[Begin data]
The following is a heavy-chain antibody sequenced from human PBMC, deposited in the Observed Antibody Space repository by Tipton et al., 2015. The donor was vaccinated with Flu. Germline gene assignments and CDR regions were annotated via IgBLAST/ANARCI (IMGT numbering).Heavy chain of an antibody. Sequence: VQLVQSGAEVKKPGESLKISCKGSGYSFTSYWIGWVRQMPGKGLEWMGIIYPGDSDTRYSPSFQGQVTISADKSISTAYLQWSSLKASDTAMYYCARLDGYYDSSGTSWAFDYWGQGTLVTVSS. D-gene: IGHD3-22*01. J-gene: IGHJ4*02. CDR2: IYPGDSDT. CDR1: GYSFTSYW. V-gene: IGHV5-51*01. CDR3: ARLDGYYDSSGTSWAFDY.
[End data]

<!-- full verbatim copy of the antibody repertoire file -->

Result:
The following is a heavy-chain antibody sequenced from human PBMC, deposited in the Observed Antibody Space repository by Tipton et al., 2015. The donor was vaccinated with Flu. Germline gene assignments and CDR regions were annotated via IgBLAST/ANARCI (IMGT numbering).Heavy chain of an antibody. Sequence: VQLVQSGAEVKKPGESLKISCKGSGYSFTSYWIGWVRQMPGKGLEWMGIIYPGDSDTRYSPSFQGQVTISADKSISTAYLQWSSLKASDTAMYYCARLDGYYDSSGTSWAFDYWGQGTLVTVSS. D-gene: IGHD3-22*01. J-gene: IGHJ4*02. CDR2: IYPGDSDT. CDR1: GYSFTSYW. V-gene: IGHV5-51*01. CDR3: ARLDGYYDSSGTSWAFDY.